Since Del Sur won a Smart Growth Award in 2006 for Approved Suburban Project, the community has literally come to life.
• 600 market rate homes and 200 affordable apartments are built and occupied (with 2,260 units still to be built)
• Four new parks, each with unique amenities, have opened (with four parks still to be built).
• Two new schools have welcomed their inaugural classes (Del Sur Elementary opened fall 2008 and Del Norte High opened in fall 2009).
• 18 miles of hiking trails are in place between Del Sur and its sister community, Santaluz.
• Three builders resumed sales in the first quarter of 2010 with more residential lots to be released and additional product added to the housing mix in 2011.
Although Del Sur has been dinged by critics for its suburban location, the definition of smart growth must rationally go beyond urban infill. SANDAG’s most recent statistics (2006) show that by every measure (employment, retail, office and industrial space, as well as projected employment for 2030), the North City region is the true “center” of San Diego. Far from being “in the middle of nowhere,” Del Sur is in the heart of San Diego commerce, retail, education and recreation. And at build out, Del Sur will have its own Town Center offering retail, commercial and office uses as well as a Del Sur shuttle for connection to a bus rapid transit system.
Del Sur is the product of nearly 20 years of community-based planning by the property owner, city of San Diego, surrounding communities and environmental organizations including the Sierra Club. Approved by San Diego voters in 1998, it was founded on the principle that an economically viable, highly desirable and interactive community that incorporates smart growth, environmental conservation and sustainability is a model for future development. As it matures and evolves, Del Sur is becoming a prototype for suburban greenfield development.
Since it opened in 2006, Del Sur has been acknowledged for its sustainable practices by the following organizations:
• Public Officials for Water and Environmental Reform (POWER) in 2008 honored Del Sur with a Water Policy Award (the only private development to win this award).
• USGBC recognized the Del Sur Ranch House with a LEED Platinum certification in 2007.
• California presented the Governor’s Awards for Environmental and Economic Leadership to Del Sur in 2007 for its commitment to developing socially responsible and environmentally friendly practices that promote environmental protection and economic growth.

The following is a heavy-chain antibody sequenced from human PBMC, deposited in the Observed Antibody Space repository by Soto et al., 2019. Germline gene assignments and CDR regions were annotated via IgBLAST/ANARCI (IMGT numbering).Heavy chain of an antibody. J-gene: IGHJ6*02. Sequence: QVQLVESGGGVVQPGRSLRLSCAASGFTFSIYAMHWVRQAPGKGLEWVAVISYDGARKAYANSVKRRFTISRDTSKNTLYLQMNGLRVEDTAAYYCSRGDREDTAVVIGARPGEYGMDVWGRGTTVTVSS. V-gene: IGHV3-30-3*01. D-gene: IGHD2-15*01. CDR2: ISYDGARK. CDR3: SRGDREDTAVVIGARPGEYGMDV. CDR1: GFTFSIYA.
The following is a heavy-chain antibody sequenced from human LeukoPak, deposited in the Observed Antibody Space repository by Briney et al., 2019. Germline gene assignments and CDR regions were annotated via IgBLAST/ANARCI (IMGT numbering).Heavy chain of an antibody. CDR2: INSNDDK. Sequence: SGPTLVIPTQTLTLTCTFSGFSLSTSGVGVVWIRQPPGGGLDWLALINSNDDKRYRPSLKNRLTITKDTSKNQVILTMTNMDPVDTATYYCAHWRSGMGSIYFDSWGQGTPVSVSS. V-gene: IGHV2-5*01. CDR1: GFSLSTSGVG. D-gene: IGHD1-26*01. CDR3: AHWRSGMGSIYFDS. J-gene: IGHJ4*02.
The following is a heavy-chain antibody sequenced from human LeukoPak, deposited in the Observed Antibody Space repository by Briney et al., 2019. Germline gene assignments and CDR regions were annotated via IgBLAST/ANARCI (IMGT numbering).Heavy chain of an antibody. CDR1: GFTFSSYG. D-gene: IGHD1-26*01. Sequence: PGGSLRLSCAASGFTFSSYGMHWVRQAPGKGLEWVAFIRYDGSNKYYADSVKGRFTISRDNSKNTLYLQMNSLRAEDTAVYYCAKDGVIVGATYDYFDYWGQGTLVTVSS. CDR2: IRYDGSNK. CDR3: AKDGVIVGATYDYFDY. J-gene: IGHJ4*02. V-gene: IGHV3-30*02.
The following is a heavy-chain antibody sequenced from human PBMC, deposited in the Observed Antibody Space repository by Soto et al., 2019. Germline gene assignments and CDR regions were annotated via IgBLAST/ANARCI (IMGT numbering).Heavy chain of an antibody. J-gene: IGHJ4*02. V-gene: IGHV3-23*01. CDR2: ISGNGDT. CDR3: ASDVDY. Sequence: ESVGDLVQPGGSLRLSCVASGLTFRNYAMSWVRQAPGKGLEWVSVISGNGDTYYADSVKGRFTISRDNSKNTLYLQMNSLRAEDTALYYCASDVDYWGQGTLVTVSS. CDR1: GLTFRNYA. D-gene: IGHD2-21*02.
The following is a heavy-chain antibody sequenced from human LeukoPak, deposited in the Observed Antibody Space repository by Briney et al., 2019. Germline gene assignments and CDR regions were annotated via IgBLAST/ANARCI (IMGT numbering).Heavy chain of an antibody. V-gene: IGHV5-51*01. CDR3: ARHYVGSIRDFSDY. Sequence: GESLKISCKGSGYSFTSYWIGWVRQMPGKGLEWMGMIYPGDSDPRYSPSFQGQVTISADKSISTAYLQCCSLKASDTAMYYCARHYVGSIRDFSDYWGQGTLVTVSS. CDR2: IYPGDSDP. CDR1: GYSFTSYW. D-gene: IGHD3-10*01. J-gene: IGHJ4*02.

The architectural theme of Del Sur reflects San Diego’s classic neighborhoods such as Mission Hills and Rancho Santa Fe. Housing options at Del Sur currently include apartments, condominiums, attached town homes and paired residences (both alley- and street-loaded) as well as single-family homes and custom lots.
When voters approved the Del Sur project in 1998, Black Mountain Ranch LLC became the largest single private contributor to the city of San Diego’s Multiple Habitat Planning Area of the Multiple Species Conservation Program. More than 1,900 acres are set aside to support threatened habitat and endangered species and for hiking trails and recreation.
Within the 4,677 acres of Black Mountain Ranch are approximately 1,760 acres of this open space set aside for the San Dieguito River Park. In addition, approximately, 1,060 acres of private open space is permanently protected by restrictive easements. Public neighborhood and community parks add 50 acres to the open space system for a total exceeding 2,870 acres. As restored by the developers of Del Sur, the new 60-acre Lusardi Creek wetlands area establishes a wildlife corridor and habitat for local animal species, helps mitigate construction runoff as Del Sur’s development continues, and will positively impact local water quality in the coming decades.
Del Sur aims to help limit the demand the community would otherwise place on shared resources such as energy, water and air quality. To further its mission of promoting environmentally sustainable design, construction and living practices, Del Sur continues to pursue efforts to educate various audiences about ways to limit demand on natural resources. Communitywide, a minimum of 20 percent of homes will include photovoltaic energy systems, and the option to incorporate a photovoltaic system will be available in most homes. Reclaimed water is used throughout Del Sur for community landscaping, and native and drought-tolerant plants help reduce the amount of landscaping water required. In addition, Del Sur diverts construction waste and reuses the byproducts on-site through a program that will continue throughout the entire construction period.
[CAPTION=Street scene of Smart Growth Award nominee Del Sur.]